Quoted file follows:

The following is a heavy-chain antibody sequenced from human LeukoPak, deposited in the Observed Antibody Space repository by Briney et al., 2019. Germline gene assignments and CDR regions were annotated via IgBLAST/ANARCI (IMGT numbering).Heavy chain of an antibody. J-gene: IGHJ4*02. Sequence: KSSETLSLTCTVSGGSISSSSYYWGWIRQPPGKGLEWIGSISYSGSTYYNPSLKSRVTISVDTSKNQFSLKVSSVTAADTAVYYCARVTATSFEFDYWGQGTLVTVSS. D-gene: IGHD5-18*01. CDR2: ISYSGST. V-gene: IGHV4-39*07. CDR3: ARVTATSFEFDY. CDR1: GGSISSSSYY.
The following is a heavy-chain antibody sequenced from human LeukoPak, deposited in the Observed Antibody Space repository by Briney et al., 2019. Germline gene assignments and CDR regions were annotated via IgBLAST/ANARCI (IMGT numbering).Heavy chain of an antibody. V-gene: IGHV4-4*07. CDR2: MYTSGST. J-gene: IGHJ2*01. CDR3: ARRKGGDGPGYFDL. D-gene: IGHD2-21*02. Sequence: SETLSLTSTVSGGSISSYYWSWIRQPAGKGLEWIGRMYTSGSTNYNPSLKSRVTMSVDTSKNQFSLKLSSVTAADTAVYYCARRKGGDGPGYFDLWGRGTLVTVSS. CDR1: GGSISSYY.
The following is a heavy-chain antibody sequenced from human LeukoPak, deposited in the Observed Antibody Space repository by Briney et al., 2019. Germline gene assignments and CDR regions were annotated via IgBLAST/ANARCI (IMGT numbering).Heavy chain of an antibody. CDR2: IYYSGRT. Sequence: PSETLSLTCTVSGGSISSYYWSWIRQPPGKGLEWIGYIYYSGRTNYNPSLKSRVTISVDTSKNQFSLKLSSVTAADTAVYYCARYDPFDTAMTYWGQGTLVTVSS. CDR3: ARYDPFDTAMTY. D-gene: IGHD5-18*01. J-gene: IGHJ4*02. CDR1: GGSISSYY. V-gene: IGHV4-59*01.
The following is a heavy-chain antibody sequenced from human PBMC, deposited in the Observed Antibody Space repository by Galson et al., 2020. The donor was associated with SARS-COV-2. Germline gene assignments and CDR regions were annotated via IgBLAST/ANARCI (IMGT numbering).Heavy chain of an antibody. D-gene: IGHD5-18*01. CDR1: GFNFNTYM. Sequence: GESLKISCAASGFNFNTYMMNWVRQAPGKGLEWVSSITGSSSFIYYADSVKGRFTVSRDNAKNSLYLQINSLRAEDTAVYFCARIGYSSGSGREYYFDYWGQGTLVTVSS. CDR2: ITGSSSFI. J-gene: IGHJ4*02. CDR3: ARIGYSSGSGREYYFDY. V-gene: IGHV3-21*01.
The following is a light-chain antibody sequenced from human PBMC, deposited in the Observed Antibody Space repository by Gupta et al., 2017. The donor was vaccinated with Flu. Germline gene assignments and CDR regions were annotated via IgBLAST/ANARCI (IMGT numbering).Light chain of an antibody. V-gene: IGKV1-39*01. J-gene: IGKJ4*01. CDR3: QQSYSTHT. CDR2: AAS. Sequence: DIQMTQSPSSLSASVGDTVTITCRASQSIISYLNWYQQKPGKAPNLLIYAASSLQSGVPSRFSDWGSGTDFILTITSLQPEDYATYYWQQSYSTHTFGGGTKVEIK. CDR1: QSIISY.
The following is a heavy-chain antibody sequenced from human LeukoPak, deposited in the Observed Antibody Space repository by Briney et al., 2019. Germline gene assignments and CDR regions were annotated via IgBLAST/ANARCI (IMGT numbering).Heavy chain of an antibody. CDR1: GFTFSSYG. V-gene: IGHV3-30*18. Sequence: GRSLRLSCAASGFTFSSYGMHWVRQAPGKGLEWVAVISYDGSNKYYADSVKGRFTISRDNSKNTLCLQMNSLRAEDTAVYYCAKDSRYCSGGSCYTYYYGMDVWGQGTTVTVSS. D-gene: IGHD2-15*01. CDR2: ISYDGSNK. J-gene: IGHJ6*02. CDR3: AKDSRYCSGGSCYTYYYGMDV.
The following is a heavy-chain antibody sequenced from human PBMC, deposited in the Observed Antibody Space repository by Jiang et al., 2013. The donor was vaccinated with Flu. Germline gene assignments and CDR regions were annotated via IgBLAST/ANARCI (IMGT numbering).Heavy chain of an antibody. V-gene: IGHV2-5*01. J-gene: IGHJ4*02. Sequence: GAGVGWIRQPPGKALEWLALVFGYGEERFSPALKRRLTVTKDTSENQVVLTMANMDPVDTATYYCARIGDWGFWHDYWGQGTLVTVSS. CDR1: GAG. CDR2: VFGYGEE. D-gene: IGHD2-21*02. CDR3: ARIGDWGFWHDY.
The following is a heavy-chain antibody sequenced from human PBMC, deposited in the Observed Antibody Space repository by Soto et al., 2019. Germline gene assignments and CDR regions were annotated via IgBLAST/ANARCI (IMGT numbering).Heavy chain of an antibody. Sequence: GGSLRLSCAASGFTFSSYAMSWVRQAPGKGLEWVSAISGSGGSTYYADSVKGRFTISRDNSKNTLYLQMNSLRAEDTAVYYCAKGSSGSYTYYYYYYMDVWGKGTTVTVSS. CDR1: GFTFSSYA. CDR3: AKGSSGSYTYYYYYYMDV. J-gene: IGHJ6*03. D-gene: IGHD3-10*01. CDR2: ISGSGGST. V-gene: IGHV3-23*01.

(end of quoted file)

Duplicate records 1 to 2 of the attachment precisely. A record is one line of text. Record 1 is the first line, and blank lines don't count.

The following is a heavy-chain antibody sequenced from human LeukoPak, deposited in the Observed Antibody Space repository by Briney et al., 2019. Germline gene assignments and CDR regions were annotated via IgBLAST/ANARCI (IMGT numbering).Heavy chain of an antibody. J-gene: IGHJ4*02. Sequence: KSSETLSLTCTVSGGSISSSSYYWGWIRQPPGKGLEWIGSISYSGSTYYNPSLKSRVTISVDTSKNQFSLKVSSVTAADTAVYYCARVTATSFEFDYWGQGTLVTVSS. D-gene: IGHD5-18*01. CDR2: ISYSGST. V-gene: IGHV4-39*07. CDR3: ARVTATSFEFDY. CDR1: GGSISSSSYY.
The following is a heavy-chain antibody sequenced from human LeukoPak, deposited in the Observed Antibody Space repository by Briney et al., 2019. Germline gene assignments and CDR regions were annotated via IgBLAST/ANARCI (IMGT numbering).Heavy chain of an antibody. V-gene: IGHV4-4*07. CDR2: MYTSGST. J-gene: IGHJ2*01. CDR3: ARRKGGDGPGYFDL. D-gene: IGHD2-21*02. Sequence: SETLSLTSTVSGGSISSYYWSWIRQPAGKGLEWIGRMYTSGSTNYNPSLKSRVTMSVDTSKNQFSLKLSSVTAADTAVYYCARRKGGDGPGYFDLWGRGTLVTVSS. CDR1: GGSISSYY.